The flow of cars southbound across Rio Grande Valley international bridges continues to decrease, with officials citing violence in bordering Tamaulipas as the cause.
Southbound car traffic into Mexico began declining last October and has continued that downward trend in following months. The U.S. State Department warned Americans to not travel to Tamaulipas, and four other Mexican states, in January. That “do not travel” warning is the same advisory the department has issued for war-torn Syria.
The Anzalduas and Hidalgo-Reynosa International Bridges saw the largest slide in the first month of the year. Comparing January 2017 to January 2018, the Anzalduas Bridge saw a 17,033 (21 percent) southbound car traffic drop-off while Hidalgo had a 13,681 (6 percent) dip.
Comparing southbound car traffic during the same time, the Pharr-Reynosa International Bridge had a 10,640 (15 percent) decline; the Progreso-Nuevo Progreso International Bridge had a 865 drop (2 percent); and the three Brownsville bridges combined decreased by 4,152 (2 percent).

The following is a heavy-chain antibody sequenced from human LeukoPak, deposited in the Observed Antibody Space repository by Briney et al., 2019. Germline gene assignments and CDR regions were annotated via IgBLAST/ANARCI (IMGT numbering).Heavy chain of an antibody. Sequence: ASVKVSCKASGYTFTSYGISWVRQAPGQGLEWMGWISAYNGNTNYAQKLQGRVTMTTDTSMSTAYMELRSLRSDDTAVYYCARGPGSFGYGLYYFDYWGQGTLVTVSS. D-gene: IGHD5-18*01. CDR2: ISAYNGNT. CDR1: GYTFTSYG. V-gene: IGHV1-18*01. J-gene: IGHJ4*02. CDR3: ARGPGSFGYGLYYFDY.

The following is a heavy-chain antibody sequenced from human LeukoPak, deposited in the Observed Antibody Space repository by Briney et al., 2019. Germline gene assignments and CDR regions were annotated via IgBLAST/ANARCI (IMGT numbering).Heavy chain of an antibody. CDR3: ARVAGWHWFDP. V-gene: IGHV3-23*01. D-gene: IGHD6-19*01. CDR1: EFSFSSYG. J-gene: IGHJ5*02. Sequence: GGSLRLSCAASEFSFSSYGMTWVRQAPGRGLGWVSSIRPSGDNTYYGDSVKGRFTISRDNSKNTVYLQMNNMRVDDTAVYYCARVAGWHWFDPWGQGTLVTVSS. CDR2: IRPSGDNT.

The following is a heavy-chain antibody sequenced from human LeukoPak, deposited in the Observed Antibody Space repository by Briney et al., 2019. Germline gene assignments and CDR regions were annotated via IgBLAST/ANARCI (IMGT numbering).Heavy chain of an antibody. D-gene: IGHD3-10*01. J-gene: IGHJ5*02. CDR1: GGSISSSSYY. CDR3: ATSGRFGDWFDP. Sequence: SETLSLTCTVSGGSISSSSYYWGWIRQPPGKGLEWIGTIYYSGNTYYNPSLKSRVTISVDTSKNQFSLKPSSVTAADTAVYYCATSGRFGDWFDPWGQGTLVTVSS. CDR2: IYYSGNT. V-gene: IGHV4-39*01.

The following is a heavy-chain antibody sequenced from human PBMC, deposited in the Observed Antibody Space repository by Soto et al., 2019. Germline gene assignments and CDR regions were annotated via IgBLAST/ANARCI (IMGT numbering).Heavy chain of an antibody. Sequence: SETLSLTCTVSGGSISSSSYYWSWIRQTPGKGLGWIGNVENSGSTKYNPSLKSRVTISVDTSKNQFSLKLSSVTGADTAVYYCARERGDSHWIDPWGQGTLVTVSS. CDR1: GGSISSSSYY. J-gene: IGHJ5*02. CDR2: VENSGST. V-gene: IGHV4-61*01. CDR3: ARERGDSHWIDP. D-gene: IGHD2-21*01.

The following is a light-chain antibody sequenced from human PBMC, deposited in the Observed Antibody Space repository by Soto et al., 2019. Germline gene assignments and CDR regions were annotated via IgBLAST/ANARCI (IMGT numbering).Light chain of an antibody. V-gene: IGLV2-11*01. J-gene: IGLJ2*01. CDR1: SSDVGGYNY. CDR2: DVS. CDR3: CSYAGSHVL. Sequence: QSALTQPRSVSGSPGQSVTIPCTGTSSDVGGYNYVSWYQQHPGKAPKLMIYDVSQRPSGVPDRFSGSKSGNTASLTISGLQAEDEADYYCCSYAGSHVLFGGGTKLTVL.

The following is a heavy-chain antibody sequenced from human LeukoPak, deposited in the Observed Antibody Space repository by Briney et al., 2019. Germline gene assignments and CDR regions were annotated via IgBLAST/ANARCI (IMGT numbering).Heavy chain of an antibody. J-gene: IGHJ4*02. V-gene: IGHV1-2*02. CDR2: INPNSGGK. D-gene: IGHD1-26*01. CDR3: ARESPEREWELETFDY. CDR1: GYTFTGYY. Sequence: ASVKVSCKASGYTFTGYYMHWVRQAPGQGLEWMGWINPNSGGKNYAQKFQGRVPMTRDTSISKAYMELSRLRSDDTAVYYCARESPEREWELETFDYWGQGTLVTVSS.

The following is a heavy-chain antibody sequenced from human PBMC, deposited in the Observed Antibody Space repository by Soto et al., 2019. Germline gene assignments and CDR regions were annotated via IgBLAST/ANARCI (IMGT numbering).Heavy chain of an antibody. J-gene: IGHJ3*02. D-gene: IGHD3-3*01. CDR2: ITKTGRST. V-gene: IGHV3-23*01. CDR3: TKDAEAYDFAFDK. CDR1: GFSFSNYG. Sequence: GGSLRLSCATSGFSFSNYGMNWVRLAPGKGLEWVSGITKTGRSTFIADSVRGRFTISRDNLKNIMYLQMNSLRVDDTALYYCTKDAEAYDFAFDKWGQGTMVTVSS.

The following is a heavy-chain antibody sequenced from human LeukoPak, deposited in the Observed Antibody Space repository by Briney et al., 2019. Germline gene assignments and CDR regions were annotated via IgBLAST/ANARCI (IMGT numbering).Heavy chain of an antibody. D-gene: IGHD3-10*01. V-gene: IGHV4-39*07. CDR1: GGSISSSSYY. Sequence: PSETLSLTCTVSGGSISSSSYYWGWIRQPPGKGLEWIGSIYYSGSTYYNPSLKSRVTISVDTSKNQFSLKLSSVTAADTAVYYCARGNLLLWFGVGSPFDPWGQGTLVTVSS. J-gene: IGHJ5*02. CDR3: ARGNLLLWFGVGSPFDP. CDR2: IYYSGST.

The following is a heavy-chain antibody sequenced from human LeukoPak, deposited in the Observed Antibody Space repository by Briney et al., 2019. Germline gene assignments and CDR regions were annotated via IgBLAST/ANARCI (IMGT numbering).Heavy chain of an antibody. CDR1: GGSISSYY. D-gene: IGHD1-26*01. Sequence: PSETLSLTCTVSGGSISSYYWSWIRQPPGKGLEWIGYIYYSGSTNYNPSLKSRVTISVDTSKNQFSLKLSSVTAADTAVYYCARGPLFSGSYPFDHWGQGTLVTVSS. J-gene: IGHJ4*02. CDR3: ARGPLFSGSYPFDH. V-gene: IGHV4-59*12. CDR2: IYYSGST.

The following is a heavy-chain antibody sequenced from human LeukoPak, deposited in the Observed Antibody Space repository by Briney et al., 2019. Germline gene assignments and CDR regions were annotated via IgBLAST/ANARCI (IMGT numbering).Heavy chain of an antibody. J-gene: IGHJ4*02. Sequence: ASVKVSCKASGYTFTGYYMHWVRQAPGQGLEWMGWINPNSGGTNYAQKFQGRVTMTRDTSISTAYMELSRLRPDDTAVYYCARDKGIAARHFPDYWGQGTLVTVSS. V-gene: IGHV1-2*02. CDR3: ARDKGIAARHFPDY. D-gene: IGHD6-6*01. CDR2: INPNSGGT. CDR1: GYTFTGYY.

Pharr and McAllen bridge leaders cited violence as the top reason for the downward trend.
While most bridges saw a southbound car decline, one bridge bucked that trend in January. The Donna-Rio Bravo International Bridge saw an 864 (2 percent) increase in southbound car traffic comparing January 2017 to January 2018, the only bridge in the area with a spike.
But while car crossings have dipped, truck crossings have had an uptick.
Comparing southbound truck crossings from January 2017 to January 2018, Pharr saw a 4,284 increase (9 percent), Anzalduas, which only serves empty trucks, saw a 492 increase (44 percent), the Veterans Bridge in Brownsville saw a 1,142 (6 percent) increase and the Free Trade Bridge in Brownsville saw a 274 (27 percent).
Progreso, with 583, a 13 percent decrease, was the only bridge that saw fewer southbound trucks. Pharr also saw 4,357 more trucks cross northbound.